As will be detailed later in this chapter, my analysis suggests that the range of mental disorders that can be associated with young people is currently 47 from a total of 374 classified in the DSM-5. Fifty years ago, in the first edition of the DSM, the figure was just eight. This impressive picture of the current “epidemic” of child mental illness can be contrasted with the knowledge that just a hundred years ago cases of mental disorder in children was considered most rare, with there being no specific pathology that psychiatry believed affected young people in particular (Timimi 2008: 166). How can we explain the increase in the rates and numbers of mental illnesses said to be afflicting young people across western society, especially over the past 35 years? Critical scholars have pointed to a number of factors including the consideration of psychiatrists as “moral entrepreneurs” responsible for the increased medicalisation of childhood, the need for a continual expansion of psy-professional activity into new areas of public and private life, and the role of pharmaceutical companies in distorting notions of “mental illness” to increase the profits from drug consumption (Rose 2006: 476-479). While the increasing medicalisation of deviant behaviour is a common theme within much of this scholarship, writers are cautious as to the seemingly complex dynamics whereby a specific aspect of young peoples’ behaviour becomes categorised as a new mental illness by psychiatry (though pharmaceutical companies are often seen as a key agent here). Rose (2006: 480), however, has suggested that this medicalisation thesis should be tempered by a more “subtle” and less deterministic approach through which we can understand how both individuals and their doctors discursively code experience “in relation to a cultural norm of the active, responsible, choosing self, realizing his or her potential in the world through shaping a lifestyle.”

The argument I develop here is much simpler than either Rose’s or the medicalisation scholars, less subtle maybe, but certainly more straightforward: rates of mental illness for young people have increased because of capitalism’s need to mould the moral character of the individual at an earlier age than previously. As the last chapter documented, neoliberalism has seen the progressive creep of psychiatry and associated professions into the workplace, training centres, and welfare and unemployment offices to enforce self-surveillance and progress “character building” in the interests of capitalism. Likewise, such regimes depoliticise and pathologise resistance through re-framing the systemic problems of an alienating and unfulfilling work environment as symptoms of “mental illness” and, thus, part of an individual’s own failings. With the requirement for more compliant, competitive, and skilled citizens needed for the neoliberal marketplace, the psy-professionals have also intensified their focus on youth; this has particularly been achieved through the compulsory education system as the primary site for surveillance and, consequently, diagnostic expansion. This chapter begins by outlining the social construction of “children” and “young people,” and the subsequent concern for their moral obligations by welfare agencies. It will then focus on the introduction of compulsory schooling as well as the development of child psychology and child psychiatric services which emerge from the education factories. Discussion of the post-war struggle for professional jurisdiction of disturbed and disabled children will be given, followed lastly by a detailed analysis of psychiatry’s increasing focus on young people in neoliberal society.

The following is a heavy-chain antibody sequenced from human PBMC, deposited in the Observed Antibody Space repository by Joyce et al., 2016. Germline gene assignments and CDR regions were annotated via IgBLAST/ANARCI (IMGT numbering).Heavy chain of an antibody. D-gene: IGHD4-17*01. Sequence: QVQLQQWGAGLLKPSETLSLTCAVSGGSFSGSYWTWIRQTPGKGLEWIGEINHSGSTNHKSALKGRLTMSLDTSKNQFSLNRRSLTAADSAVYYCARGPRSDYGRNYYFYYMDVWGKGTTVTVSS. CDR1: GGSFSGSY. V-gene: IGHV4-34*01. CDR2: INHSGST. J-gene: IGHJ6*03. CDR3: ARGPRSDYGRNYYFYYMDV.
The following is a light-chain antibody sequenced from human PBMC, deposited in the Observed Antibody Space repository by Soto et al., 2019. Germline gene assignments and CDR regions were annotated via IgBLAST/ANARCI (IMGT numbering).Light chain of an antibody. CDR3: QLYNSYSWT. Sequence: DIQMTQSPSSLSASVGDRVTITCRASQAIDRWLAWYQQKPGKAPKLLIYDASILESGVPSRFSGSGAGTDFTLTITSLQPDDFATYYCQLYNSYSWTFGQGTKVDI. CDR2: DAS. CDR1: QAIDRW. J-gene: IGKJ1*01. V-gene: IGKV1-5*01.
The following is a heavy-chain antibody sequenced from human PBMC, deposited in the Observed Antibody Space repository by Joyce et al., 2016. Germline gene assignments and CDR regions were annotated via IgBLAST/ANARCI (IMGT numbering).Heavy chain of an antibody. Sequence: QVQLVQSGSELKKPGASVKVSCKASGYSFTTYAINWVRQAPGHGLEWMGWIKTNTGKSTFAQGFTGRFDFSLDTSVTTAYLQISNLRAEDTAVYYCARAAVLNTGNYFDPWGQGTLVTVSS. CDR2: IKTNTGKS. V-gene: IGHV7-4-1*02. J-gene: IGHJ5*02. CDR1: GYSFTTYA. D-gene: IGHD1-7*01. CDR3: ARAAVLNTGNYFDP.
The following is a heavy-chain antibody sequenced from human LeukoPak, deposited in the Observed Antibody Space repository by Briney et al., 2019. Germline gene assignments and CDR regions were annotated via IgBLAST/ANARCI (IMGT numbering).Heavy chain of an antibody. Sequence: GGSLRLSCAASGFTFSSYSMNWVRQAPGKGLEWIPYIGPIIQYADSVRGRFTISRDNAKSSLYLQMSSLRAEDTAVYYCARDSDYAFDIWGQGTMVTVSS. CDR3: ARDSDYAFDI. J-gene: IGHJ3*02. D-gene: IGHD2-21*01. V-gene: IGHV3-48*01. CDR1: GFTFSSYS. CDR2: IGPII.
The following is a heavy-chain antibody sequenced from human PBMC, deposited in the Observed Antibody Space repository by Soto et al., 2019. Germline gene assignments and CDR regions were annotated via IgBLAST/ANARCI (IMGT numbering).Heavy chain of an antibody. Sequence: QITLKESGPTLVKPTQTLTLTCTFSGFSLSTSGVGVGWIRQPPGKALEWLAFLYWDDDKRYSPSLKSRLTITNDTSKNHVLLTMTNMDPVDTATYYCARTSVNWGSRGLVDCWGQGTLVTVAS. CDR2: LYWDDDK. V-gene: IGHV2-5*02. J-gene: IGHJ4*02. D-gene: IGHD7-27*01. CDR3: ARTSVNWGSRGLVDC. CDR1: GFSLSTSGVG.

The Social Construction of Childhood

At the end of the twentieth century, Rose (1999: 123) stated that childhood had become “the most intensively governed sector of personal existence.” This includes the surveillance of the home and the school by health, welfare, and education services. It was not always this way; in fact, “childhood” as a separate and distinct phase of the life cycle only emerges with the Enlightenment and then develops further with industrial society (Aires 1962; Conrad and Schneider 1992: 145). Before this period, little attention was shown to these smaller versions of adults who were afforded the same rights and obligations as the rest of the population. Specifically, the nineteenth century saw key changes in this view, as birth and the first years of a person’s life were reconceptualised as a period of significance to industrial citizens’ future physical and moral health. The early years were reshaped as a time of “innocence” where the child needed special attention and guidance from authorities (Conrad and Schneider 1992: 146).